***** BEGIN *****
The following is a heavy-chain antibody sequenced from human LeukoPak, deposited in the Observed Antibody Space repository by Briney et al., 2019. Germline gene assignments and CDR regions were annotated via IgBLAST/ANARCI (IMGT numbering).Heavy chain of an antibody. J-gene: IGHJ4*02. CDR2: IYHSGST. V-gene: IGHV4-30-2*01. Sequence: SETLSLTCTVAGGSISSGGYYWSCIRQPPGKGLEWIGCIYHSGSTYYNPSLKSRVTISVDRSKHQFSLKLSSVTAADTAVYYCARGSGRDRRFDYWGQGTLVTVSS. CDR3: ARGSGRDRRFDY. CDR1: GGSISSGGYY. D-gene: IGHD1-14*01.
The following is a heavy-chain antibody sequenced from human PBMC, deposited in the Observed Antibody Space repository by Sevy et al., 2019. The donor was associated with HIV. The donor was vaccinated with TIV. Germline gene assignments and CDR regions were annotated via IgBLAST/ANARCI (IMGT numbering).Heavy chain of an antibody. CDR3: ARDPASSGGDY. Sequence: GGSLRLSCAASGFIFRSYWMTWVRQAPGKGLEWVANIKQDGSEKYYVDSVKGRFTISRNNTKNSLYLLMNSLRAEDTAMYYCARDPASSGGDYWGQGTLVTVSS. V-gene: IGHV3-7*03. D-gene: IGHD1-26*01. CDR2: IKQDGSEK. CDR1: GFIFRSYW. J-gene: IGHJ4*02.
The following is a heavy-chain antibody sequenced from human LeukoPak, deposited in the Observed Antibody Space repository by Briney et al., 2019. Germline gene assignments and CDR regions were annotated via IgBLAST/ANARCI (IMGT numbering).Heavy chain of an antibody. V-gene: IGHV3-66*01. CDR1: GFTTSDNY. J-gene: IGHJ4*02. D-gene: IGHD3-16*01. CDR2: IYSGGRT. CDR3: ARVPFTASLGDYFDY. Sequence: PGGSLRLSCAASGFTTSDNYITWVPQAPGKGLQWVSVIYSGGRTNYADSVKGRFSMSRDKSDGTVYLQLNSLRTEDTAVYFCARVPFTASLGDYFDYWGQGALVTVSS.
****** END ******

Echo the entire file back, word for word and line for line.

The following is a heavy-chain antibody sequenced from human LeukoPak, deposited in the Observed Antibody Space repository by Briney et al., 2019. Germline gene assignments and CDR regions were annotated via IgBLAST/ANARCI (IMGT numbering).Heavy chain of an antibody. J-gene: IGHJ4*02. CDR2: IYHSGST. V-gene: IGHV4-30-2*01. Sequence: SETLSLTCTVAGGSISSGGYYWSCIRQPPGKGLEWIGCIYHSGSTYYNPSLKSRVTISVDRSKHQFSLKLSSVTAADTAVYYCARGSGRDRRFDYWGQGTLVTVSS. CDR3: ARGSGRDRRFDY. CDR1: GGSISSGGYY. D-gene: IGHD1-14*01.
The following is a heavy-chain antibody sequenced from human PBMC, deposited in the Observed Antibody Space repository by Sevy et al., 2019. The donor was associated with HIV. The donor was vaccinated with TIV. Germline gene assignments and CDR regions were annotated via IgBLAST/ANARCI (IMGT numbering).Heavy chain of an antibody. CDR3: ARDPASSGGDY. Sequence: GGSLRLSCAASGFIFRSYWMTWVRQAPGKGLEWVANIKQDGSEKYYVDSVKGRFTISRNNTKNSLYLLMNSLRAEDTAMYYCARDPASSGGDYWGQGTLVTVSS. V-gene: IGHV3-7*03. D-gene: IGHD1-26*01. CDR2: IKQDGSEK. CDR1: GFIFRSYW. J-gene: IGHJ4*02.
The following is a heavy-chain antibody sequenced from human LeukoPak, deposited in the Observed Antibody Space repository by Briney et al., 2019. Germline gene assignments and CDR regions were annotated via IgBLAST/ANARCI (IMGT numbering).Heavy chain of an antibody. V-gene: IGHV3-66*01. CDR1: GFTTSDNY. J-gene: IGHJ4*02. D-gene: IGHD3-16*01. CDR2: IYSGGRT. CDR3: ARVPFTASLGDYFDY. Sequence: PGGSLRLSCAASGFTTSDNYITWVPQAPGKGLQWVSVIYSGGRTNYADSVKGRFSMSRDKSDGTVYLQLNSLRTEDTAVYFCARVPFTASLGDYFDYWGQGALVTVSS.